For the greater good
Updated: Aug 3
'A plastic free future...'
Can you tell us at Seastainable a bit about your background, how did the idea for The Greater Goods Collective come about?
I have always been interested in reusable products and living sustainability, however in the last couple of years I have increasingly noticed our reliance on single use plastic and how toxic it can be. I was aware of brands providing solutions however I was the only one that know about it because I kept myself updated, so the idea came from being able to provide a solution and a service for the people within my local area. However, after doing a season on a Superyacht in the Mediterranean, I quickly realised that yachting has a large role to play in the demand of plastic usage, hence why my I started to focus on targeting our plastic free product range towards yachts.
With the rise in information and awareness about plastic pollution, its hard to ignore the fact that plastic is fundamentally bad, could you give us a deeper insight into the science behind exactly why that is?
Everyone knows that it is ‘bad’ but no one really know the unbelievable long term affects that plastic can have on our lives. Our direct health along with the health of our environment being under threat from animals suffocating and ingesting plastics makes a good case for saying that plastics are ‘bad’ and that we need to try to start minimising our usage and reliance on it. It's hard to recycle, it lives on forever, it floats, it leaches chemicals, it production uses fossil fuels, its just terrible. Especially for single use, obviously plastic does have its benefits however, but single use is not one of them. If we can avoid the use of the classic single uses such as plastic bags, straws, coffee cups, cutlery and water bottles it would be a great start!
We love that your reusable products can easily be an alternative to single use, but since Covid19 pandemic there has been some concern over reusables, how can yachts use and clean your products onboard to ensure they maintain health and safety?
All of our silicone and metal products are dishwasher safe so you can clean them as you normally would with any other kitchen appliance. Our cotton produce bags can be placed in the washing machine, so again you can clean it similar to what you would for clothes.
In recent news articles, the microplastics problem has been proven to be worse than originally thought, could you shed some light on how microplastics are an increasing issue?
Micro-plastics are considered to be pieces of plastic that are smaller than 5 microns which usually cannot be seen by the naked eye. This means that there are billions of these tiny little bits of plastic making their ways into water ways, oceans, our drinking water, soil and fertilisers. To keep it short, micro-plastics have been proven to leach harmful chemicals such as BPA into their surrounds, whether that be the water column, the food that is grown, the fish that has ingested them or us as humans that have ingested them. When living organisms are exposed to these chemicals, they affect the endocrine systems (hormone systems) in a negative way, by mimicking natural processes and taking over. This can cause havoc on reproductive systems, alter gender mutations and generally interrupt regular functioning and growth of organisms.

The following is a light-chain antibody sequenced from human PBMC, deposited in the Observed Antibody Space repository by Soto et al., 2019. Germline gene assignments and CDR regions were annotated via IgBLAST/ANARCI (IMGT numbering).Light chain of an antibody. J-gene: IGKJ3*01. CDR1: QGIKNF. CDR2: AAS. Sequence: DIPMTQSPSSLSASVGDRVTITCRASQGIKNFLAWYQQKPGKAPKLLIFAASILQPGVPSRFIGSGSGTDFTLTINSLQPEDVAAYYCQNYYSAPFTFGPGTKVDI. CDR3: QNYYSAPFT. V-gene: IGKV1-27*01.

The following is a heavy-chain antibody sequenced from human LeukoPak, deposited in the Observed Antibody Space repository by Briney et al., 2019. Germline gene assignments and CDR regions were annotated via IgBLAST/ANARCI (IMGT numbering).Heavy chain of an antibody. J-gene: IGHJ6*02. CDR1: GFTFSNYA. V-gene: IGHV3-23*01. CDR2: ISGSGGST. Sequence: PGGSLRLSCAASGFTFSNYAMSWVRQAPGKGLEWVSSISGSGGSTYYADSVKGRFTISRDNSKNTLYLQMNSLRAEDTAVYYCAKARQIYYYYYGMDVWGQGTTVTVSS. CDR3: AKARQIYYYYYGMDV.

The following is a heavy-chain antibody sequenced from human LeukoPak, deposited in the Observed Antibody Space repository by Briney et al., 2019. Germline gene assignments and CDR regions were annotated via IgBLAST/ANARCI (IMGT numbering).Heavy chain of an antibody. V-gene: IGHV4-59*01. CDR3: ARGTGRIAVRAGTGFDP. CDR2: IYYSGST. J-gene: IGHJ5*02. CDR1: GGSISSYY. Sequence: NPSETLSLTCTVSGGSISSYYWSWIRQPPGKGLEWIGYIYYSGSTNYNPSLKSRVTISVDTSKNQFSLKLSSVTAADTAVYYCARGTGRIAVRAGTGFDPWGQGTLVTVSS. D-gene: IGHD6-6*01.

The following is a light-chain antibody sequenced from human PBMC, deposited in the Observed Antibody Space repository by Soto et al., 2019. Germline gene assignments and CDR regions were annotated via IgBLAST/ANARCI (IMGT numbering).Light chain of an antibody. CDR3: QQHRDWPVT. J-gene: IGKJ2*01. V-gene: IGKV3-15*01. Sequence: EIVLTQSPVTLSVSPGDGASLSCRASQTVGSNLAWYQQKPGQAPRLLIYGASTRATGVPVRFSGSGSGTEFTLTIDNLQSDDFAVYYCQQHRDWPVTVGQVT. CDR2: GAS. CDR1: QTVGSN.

We know your passion lies in reducing waste, discarding of waste correctly is a huge problem within yachting, are there any tips you can give yacht crew to manage and also reduce their waste onboard?
Honestly the biggest thing you can do is to just try and reduce your waste from the get go. Ordering and provisioning for the right amount, eliminating single use plastic onboard and trying to reuse as much as you can. Because when you think about It, these tiny, luxurious island that we dock on as super yachts generally don’t have an waste seperation systems in place or even a waste system in place, so as much as you try to recycle, sometimes on these remote islands your efforts aren’t worth it. So the biggest hing you can do is reduce the waste from the start.
A simple start would be taking these 5 steps:
1. Using reusable cotton produce bags (that won’t break on you!).
2. Buying reusable drink bottles for crew and guests to avoid using countless plastic bottles.
3. Take reusable shopping bags to the supermarkets.
4. Buy produce that isn’t contained by a plastic net or plastic bag.
5. Avoid the use of glad wrap with beeswax or our silicone stretch lids as an alternative.
So use your strong influence for good and start provisioning in a more sustainable way.
There is a lot of work to be done in the industry to improve sustainability but we have faith that times are changing. In light of Plastic Free July, what would you suggest yacht crew can do to reduce their plastic consumption and waste?
Having reusable bottles
Reuse shopping bags
Switch to bamboo toothbrushes
Switch to soap bars + soap savers
Eliminate plastic straws with metal, bamboo or glass straws
Eliminate the use of gladly bags with our Silicone Zip Storage Bags
Pick up any rubbish you see floating by because every little bit counts, it sounds cliche but picking that one piece up could have saved an animal from ingesting it!
I know it's hard broaching the ‘eco’ topic with captain and owners, however if you do it with an open mind and offer solutions rather than problems, you will find that most people will be happy to give it a good thought. Because at the end of the day, no one wants to do the environment harm, it's either too hard or lack of education being a cause for inaction.
So if you provide a reason why and a solution, most people will be happy and curious to change their ways.